Q:My group is bringing a new vending concept to the North American market: a pizza vending machine. Do we license the European brand that is semi-established in Europe but means nothing here in the U.S. market, or do we build our own?
A: I’ve been asked similar questions about importing international brands into the U.S. The growing consumer interest in international fast-food concepts is not surprising given how American palates are becoming more adventurous and the ethnic composition of our nation’s population increases in diversity. And, given that the U.S. remains the largest consumer market in the world, it’s no wonder foreign brands are eyeing the growth potential that an American expansion holds.
But for every success like Pret a Manger (imported from England) and Le Pain Quotidien (Belgium), there are struggles like those experienced by Tim Hortons (Canada). So let’s examine some universal principles about starting foreign concepts here, and I’ll be sure to address your question, Darrell.
Tim Hortons is actually a good topic to start with. While the 51-year-old chain enjoys tremendous brand equity in Canada, it has struggled to gain a strong foothold here in the U.S. The chain says it sells eight out of 10 cups of coffee poured in Canada, but it hasn’t been able to attract more than 3 percent of the American market. It remains a very small fish in a big pond already dominated by two big fish, Starbucks and Dunkin’ Donuts, which together hold approximately 85 percent market share. Then there’s Krispy Kreme, a small but influential player since it is such a highly differentiated, much beloved American brand. Many analysts attribute the slow growth Tim Hortons has achieved in the U.S. over the past 30 years compared with its continued strong performance in Canada to the difference in each country’s competitive landscapes.
Therein lies the first principle of importing an international concept: Know your competitors and ensure your brand holds a clear, differentiated competitive position. You must express and deliver on a unique brand identity if you want to get traction in the crowded American market.
To sharpen your competitive edge, you may need to emphasize different brand attributes than those in the concept’s home country, as South Korean coffee chain Caffebene did by developing Belgian waffles as a signature item and offering more food choices in order to clearly distinguish itself from existing American coffee chains. And keep in mind that your competitive set is not only comprised of other similar ethnic concepts; you’re also competing for people’s food dollars against most other quick serves, grocery stores, convenience stores, and other foodservice outlets.
Highlighting your concept’s foreign roots is a powerful way to differentiate it from competitors. Quite understandably, people perceive a croissant from a French brand as higher quality and more authentic than one from an American chain. Using the original brand name can produce these associations more quickly and easily, so it makes sense to keep it unless it’s difficult to pronounce or confusing. You can also use messaging to promote your international tie—either explicitly, like with a “Made in Italy” descriptor, or more subtly through the use of foreign words or phrases, like how the servers in a Southeast African mom-and-pop café in my neighborhood greet customers with “Jambo” (“hello” in Swahili).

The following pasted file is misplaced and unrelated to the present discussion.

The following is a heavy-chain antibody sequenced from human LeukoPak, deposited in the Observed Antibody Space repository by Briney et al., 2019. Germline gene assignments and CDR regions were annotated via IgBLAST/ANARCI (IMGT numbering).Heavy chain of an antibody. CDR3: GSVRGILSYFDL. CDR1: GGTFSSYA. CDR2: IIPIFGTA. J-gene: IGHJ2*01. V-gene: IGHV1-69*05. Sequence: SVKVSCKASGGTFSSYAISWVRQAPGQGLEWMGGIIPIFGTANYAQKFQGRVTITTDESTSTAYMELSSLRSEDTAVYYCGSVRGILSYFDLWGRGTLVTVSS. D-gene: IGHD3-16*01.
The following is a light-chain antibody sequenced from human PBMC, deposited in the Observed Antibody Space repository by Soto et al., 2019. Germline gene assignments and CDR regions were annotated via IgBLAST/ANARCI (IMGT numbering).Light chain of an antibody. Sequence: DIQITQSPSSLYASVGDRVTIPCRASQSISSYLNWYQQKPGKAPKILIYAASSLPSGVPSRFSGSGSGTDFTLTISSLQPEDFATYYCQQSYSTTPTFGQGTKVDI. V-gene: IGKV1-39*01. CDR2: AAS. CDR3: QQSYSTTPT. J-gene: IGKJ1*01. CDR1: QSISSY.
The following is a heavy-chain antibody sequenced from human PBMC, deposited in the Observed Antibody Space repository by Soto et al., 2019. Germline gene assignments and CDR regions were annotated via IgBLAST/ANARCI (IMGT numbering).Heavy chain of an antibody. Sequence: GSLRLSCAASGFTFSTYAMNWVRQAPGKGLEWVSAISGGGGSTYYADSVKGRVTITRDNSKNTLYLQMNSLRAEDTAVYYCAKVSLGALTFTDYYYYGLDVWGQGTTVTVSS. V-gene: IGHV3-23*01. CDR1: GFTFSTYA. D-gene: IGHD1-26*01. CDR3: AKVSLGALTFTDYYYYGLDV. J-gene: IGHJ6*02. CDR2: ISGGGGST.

Equal in importance to competitive savvy is the need to understand your customers. Not only do you need to understand American taste-profile preferences (generally less spicy and sweeter than most other cultures), but you must also understand American expectations in service, portion size, customization, and speed. You may need to adjust your operations, as chicken brand Nando’s did to accommodate higher incidence of dine-in occasions in the U.S. than in its native South Africa.
Pay attention to your customers’ broader cultural influences and lifestyle dynamics. One could argue that the increased popularity of barista-prepared, espresso-based coffee beverages in the U.S. has made the traditional brewed coffee offered at Tim Hortons less relevant. Meanwhile, Asian pop culture has become such a growing phenomenon in America (as evidenced by the hit song “Gangnam Style” by Psy from Korea and the cultish anime shows and games from Japan) that the stage has been set for an influx of imported brands featuring bánh mì or bao.
The last principle I’ll emphasize is to reduce the barriers to trial. Even though it seems America has emerged from the dark days of the Great Recession, consumers are still quite risk-averse when it comes to spending money. They are hesitant to plunk down their hard-earned cash for products like ethnic foods if they’re not sure they’ll like them.
Sampling, testimonials, and money-back guarantees are effective ways to reduce the perceived risk of trying something new. Use product names that are easy to pronounce and remember, and provide descriptions that are clear and employ familiar terms and ingredients. Also, ensure your employees are familiar with your products and can describe them and make recommendations. Sampler platters are an effective trial booster; not only do they allow customers to try small portions before committing to a single item, but they also expose customers to more of your menu, which may encourage more frequent repeat business.
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